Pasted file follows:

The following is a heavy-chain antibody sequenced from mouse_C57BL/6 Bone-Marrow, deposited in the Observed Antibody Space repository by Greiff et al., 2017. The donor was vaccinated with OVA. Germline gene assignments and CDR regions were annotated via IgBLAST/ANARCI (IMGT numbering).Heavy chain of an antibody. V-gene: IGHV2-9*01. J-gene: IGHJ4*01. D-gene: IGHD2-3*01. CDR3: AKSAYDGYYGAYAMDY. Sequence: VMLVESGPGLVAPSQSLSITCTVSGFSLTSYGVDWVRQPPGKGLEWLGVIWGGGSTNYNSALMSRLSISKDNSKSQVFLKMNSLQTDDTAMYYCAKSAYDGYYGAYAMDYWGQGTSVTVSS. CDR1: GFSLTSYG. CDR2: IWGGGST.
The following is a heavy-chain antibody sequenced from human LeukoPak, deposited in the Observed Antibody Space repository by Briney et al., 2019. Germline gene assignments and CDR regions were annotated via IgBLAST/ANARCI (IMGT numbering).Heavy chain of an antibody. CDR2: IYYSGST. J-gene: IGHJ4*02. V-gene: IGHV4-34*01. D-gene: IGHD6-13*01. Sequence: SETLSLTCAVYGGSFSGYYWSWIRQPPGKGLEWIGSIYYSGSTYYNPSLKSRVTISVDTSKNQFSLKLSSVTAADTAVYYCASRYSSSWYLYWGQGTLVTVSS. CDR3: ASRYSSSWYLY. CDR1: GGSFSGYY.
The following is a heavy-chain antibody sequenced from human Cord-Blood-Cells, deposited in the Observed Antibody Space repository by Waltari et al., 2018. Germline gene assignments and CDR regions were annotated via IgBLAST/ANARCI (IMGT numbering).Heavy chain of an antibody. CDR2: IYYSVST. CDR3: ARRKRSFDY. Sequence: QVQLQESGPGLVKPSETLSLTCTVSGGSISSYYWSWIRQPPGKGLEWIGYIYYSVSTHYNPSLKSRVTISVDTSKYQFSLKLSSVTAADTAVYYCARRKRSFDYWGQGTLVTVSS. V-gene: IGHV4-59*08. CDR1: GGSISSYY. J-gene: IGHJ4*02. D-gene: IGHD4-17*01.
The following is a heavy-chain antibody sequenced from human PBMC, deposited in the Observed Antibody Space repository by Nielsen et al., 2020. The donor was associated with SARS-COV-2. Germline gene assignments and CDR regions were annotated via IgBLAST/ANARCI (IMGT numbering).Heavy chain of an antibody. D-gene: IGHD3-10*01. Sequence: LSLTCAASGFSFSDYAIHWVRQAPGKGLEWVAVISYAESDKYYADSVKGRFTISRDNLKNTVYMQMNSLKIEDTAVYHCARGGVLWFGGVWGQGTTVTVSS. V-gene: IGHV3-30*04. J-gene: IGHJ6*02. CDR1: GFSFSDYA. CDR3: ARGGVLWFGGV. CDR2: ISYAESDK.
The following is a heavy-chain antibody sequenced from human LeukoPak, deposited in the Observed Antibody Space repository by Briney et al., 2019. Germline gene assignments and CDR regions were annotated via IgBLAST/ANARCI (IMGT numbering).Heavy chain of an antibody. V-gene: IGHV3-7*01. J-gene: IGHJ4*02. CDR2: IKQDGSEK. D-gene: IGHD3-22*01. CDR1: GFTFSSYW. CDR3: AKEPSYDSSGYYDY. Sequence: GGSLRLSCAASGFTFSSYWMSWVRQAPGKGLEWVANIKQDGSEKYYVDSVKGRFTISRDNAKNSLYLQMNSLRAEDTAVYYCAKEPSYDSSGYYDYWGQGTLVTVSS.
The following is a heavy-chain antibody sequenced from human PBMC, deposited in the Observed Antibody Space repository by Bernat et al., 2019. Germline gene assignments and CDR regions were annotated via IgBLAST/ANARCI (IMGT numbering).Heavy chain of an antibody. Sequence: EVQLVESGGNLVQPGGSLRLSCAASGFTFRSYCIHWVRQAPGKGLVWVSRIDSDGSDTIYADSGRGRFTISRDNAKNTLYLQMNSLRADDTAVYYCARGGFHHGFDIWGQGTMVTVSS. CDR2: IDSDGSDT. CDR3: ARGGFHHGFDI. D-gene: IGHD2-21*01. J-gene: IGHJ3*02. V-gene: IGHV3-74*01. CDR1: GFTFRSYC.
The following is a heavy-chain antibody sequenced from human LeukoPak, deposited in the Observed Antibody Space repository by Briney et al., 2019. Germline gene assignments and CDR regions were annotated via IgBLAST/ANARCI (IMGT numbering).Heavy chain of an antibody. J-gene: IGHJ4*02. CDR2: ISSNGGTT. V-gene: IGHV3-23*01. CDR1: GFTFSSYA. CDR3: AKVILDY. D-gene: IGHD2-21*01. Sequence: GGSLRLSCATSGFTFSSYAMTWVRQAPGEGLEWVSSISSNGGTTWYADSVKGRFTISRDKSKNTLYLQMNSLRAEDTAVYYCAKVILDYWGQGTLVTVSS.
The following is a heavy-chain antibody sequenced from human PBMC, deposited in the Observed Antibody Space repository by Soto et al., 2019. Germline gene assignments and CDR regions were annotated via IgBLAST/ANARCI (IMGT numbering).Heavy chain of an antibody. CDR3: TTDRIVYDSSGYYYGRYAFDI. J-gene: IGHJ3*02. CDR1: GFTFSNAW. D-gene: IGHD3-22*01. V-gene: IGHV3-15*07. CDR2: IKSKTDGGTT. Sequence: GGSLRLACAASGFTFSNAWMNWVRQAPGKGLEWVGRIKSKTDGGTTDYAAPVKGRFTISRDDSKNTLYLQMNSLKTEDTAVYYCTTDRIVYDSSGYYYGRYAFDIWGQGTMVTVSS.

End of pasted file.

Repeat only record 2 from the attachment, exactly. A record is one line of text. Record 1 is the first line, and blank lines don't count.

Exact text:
The following is a heavy-chain antibody sequenced from human LeukoPak, deposited in the Observed Antibody Space repository by Briney et al., 2019. Germline gene assignments and CDR regions were annotated via IgBLAST/ANARCI (IMGT numbering).Heavy chain of an antibody. CDR2: IYYSGST. J-gene: IGHJ4*02. V-gene: IGHV4-34*01. D-gene: IGHD6-13*01. Sequence: SETLSLTCAVYGGSFSGYYWSWIRQPPGKGLEWIGSIYYSGSTYYNPSLKSRVTISVDTSKNQFSLKLSSVTAADTAVYYCASRYSSSWYLYWGQGTLVTVSS. CDR3: ASRYSSSWYLY. CDR1: GGSFSGYY.